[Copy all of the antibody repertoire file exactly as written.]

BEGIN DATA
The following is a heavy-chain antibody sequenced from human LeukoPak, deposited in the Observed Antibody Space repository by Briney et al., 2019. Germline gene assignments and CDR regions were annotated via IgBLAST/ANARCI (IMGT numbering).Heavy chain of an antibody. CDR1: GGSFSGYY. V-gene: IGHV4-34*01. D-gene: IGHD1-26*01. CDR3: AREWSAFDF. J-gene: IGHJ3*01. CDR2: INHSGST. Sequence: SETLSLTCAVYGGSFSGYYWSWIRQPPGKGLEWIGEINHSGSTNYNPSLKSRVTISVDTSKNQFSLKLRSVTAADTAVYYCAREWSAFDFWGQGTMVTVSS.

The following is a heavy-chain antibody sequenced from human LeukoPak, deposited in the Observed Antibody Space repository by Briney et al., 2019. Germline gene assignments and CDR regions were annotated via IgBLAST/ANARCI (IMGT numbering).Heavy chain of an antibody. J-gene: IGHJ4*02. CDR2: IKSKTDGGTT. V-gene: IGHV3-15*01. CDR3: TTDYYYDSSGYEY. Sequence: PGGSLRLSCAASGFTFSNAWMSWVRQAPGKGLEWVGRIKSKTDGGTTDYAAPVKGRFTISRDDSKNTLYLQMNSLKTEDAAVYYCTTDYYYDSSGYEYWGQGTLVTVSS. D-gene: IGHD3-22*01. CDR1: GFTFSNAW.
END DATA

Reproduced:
The following is a heavy-chain antibody sequenced from human LeukoPak, deposited in the Observed Antibody Space repository by Briney et al., 2019. Germline gene assignments and CDR regions were annotated via IgBLAST/ANARCI (IMGT numbering).Heavy chain of an antibody. CDR1: GGSFSGYY. V-gene: IGHV4-34*01. D-gene: IGHD1-26*01. CDR3: AREWSAFDF. J-gene: IGHJ3*01. CDR2: INHSGST. Sequence: SETLSLTCAVYGGSFSGYYWSWIRQPPGKGLEWIGEINHSGSTNYNPSLKSRVTISVDTSKNQFSLKLRSVTAADTAVYYCAREWSAFDFWGQGTMVTVSS.

The following is a heavy-chain antibody sequenced from human LeukoPak, deposited in the Observed Antibody Space repository by Briney et al., 2019. Germline gene assignments and CDR regions were annotated via IgBLAST/ANARCI (IMGT numbering).Heavy chain of an antibody. J-gene: IGHJ4*02. CDR2: IKSKTDGGTT. V-gene: IGHV3-15*01. CDR3: TTDYYYDSSGYEY. Sequence: PGGSLRLSCAASGFTFSNAWMSWVRQAPGKGLEWVGRIKSKTDGGTTDYAAPVKGRFTISRDDSKNTLYLQMNSLKTEDAAVYYCTTDYYYDSSGYEYWGQGTLVTVSS. D-gene: IGHD3-22*01. CDR1: GFTFSNAW.